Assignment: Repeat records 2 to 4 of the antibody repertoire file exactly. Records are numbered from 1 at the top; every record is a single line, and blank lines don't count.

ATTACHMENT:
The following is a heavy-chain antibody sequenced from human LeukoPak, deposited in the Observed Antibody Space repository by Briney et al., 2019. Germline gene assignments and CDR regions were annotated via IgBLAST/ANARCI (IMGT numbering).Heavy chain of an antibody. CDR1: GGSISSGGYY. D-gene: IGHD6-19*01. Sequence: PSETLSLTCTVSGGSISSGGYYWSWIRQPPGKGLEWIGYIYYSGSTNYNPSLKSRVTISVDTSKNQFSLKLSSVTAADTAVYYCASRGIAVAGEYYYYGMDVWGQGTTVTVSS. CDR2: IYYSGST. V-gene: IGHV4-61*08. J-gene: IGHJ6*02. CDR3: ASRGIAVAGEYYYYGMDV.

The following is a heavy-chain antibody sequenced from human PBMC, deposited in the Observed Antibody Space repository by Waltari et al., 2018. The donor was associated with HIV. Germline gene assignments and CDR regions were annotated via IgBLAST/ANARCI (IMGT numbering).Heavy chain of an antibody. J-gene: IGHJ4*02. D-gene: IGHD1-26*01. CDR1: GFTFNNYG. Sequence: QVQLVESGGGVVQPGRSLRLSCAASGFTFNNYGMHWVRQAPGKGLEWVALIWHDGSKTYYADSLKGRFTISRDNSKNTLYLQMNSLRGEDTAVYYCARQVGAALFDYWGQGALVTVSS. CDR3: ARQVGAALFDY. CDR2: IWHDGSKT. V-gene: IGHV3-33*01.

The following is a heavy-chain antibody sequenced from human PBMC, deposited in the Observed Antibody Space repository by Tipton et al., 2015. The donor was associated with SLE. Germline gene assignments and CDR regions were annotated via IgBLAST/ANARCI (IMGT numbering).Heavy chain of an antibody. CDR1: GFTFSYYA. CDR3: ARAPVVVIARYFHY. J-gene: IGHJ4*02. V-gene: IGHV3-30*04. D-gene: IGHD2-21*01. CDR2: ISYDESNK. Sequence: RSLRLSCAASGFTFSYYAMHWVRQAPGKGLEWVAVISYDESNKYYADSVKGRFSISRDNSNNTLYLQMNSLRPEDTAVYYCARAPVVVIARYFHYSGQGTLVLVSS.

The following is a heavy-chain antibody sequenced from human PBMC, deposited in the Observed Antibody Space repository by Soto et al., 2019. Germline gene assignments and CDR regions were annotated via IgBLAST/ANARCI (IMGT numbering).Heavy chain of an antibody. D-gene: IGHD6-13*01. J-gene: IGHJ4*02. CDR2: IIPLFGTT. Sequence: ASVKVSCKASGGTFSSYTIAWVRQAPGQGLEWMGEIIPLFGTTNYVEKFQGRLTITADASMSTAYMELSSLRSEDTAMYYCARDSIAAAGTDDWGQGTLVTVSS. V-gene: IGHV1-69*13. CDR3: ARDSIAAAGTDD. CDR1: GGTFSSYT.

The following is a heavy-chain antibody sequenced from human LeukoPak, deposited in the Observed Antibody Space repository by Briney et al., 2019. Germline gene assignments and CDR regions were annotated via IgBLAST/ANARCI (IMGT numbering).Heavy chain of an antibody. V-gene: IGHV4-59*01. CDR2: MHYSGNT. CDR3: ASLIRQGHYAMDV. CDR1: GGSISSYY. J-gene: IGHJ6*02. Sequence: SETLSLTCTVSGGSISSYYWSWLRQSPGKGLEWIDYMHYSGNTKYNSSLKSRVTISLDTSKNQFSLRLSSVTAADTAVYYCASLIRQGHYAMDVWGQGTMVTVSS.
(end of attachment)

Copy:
The following is a heavy-chain antibody sequenced from human PBMC, deposited in the Observed Antibody Space repository by Waltari et al., 2018. The donor was associated with HIV. Germline gene assignments and CDR regions were annotated via IgBLAST/ANARCI (IMGT numbering).Heavy chain of an antibody. J-gene: IGHJ4*02. D-gene: IGHD1-26*01. CDR1: GFTFNNYG. Sequence: QVQLVESGGGVVQPGRSLRLSCAASGFTFNNYGMHWVRQAPGKGLEWVALIWHDGSKTYYADSLKGRFTISRDNSKNTLYLQMNSLRGEDTAVYYCARQVGAALFDYWGQGALVTVSS. CDR3: ARQVGAALFDY. CDR2: IWHDGSKT. V-gene: IGHV3-33*01.

The following is a heavy-chain antibody sequenced from human PBMC, deposited in the Observed Antibody Space repository by Tipton et al., 2015. The donor was associated with SLE. Germline gene assignments and CDR regions were annotated via IgBLAST/ANARCI (IMGT numbering).Heavy chain of an antibody. CDR1: GFTFSYYA. CDR3: ARAPVVVIARYFHY. J-gene: IGHJ4*02. V-gene: IGHV3-30*04. D-gene: IGHD2-21*01. CDR2: ISYDESNK. Sequence: RSLRLSCAASGFTFSYYAMHWVRQAPGKGLEWVAVISYDESNKYYADSVKGRFSISRDNSNNTLYLQMNSLRPEDTAVYYCARAPVVVIARYFHYSGQGTLVLVSS.

The following is a heavy-chain antibody sequenced from human PBMC, deposited in the Observed Antibody Space repository by Soto et al., 2019. Germline gene assignments and CDR regions were annotated via IgBLAST/ANARCI (IMGT numbering).Heavy chain of an antibody. D-gene: IGHD6-13*01. J-gene: IGHJ4*02. CDR2: IIPLFGTT. Sequence: ASVKVSCKASGGTFSSYTIAWVRQAPGQGLEWMGEIIPLFGTTNYVEKFQGRLTITADASMSTAYMELSSLRSEDTAMYYCARDSIAAAGTDDWGQGTLVTVSS. V-gene: IGHV1-69*13. CDR3: ARDSIAAAGTDD. CDR1: GGTFSSYT.